We’ve been talking captaincy all summer, and the general consensus amongst fans and media alike seems to be that the Canucks should not name a captain for the 2023/24 season.
But while most prefer to wait, that’s not exactly conducive to an “all-in” attempt at the playoffs. Teams do typically need leaders, and going all year without an official ‘C’ could represent both a distraction and a lack of focus, potentially to the team’s detriment.
Teams do make the playoffs frequently without a captain, but they are the exception to the rule. If the 2023/24 season is going to be a mad drag-race to the finish, it makes plenty of sense for someone to have their hands firmly on the wheel, whoever that might be.
Up the physicality (especially against Pacific rivals)
Believe it or not, the Canucks finished eighth in the league and first in the Pacific Division in 2022/23 with 2024 hits.
To give themselves the best chance of rising up the Pacific standings in 2023/24, that needs to both continue and intensify.
The Canucks aren’t the most physically-imposing roster, but they have added some bangers in Soucy and Cole, and some existing players, like Dakota Joshua, are probably capable of giving more on this front. Making up for the loss of Luke Schenn and Kyle Burroughs, isn’t easy, but it is doable by committee.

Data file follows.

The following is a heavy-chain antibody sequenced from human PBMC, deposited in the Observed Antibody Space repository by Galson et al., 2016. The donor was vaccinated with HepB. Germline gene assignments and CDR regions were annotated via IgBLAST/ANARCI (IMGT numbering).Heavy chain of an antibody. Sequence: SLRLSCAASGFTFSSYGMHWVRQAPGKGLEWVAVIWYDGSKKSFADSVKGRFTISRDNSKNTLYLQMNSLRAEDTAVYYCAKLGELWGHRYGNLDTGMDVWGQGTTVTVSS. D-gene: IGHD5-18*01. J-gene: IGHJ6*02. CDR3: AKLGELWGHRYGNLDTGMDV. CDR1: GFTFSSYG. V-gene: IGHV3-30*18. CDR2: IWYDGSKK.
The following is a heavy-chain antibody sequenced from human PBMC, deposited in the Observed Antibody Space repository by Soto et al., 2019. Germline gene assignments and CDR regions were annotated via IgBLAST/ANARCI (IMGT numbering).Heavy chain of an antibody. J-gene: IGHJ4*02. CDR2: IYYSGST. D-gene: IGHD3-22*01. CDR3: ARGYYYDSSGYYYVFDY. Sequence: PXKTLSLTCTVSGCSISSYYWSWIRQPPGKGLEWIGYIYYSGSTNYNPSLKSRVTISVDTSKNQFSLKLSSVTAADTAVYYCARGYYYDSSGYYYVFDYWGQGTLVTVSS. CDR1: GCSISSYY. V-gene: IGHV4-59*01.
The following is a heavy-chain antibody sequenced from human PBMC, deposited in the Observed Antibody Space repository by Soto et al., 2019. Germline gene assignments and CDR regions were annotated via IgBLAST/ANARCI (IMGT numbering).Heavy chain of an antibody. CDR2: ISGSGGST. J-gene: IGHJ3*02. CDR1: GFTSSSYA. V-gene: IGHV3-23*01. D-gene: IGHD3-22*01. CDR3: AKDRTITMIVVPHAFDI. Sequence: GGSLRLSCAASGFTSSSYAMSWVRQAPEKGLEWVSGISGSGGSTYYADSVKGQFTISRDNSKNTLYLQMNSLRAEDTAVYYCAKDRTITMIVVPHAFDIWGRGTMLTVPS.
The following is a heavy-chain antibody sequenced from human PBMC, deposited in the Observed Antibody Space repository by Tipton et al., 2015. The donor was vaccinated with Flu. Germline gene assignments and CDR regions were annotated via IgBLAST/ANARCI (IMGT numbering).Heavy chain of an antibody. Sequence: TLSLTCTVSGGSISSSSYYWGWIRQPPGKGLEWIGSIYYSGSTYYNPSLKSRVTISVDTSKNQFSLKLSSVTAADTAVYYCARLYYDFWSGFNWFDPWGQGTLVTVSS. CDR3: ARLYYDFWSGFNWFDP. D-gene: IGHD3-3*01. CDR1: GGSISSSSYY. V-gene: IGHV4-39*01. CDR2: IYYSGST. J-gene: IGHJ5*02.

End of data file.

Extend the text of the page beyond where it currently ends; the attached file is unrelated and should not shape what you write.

The Pacific Division has lost a lot of muscle over the last couple of offseasons. The opportunity is there for the Canucks to, if not physically dominate, at least make their physicality a factor on a night-in, night-out basis.
Doing so both ups their chances of reaching the playoffs and makes them more ready when those playoffs arrive.
Cut and demote players mercilessly
If every point counts, the Canucks can’t abide any passengers in 2023/24. That starts with Training Camp, where competition should be fierce and anyone not up to snuff should be cut in favour of those who are. That’s regardless of age, status, or contract, too.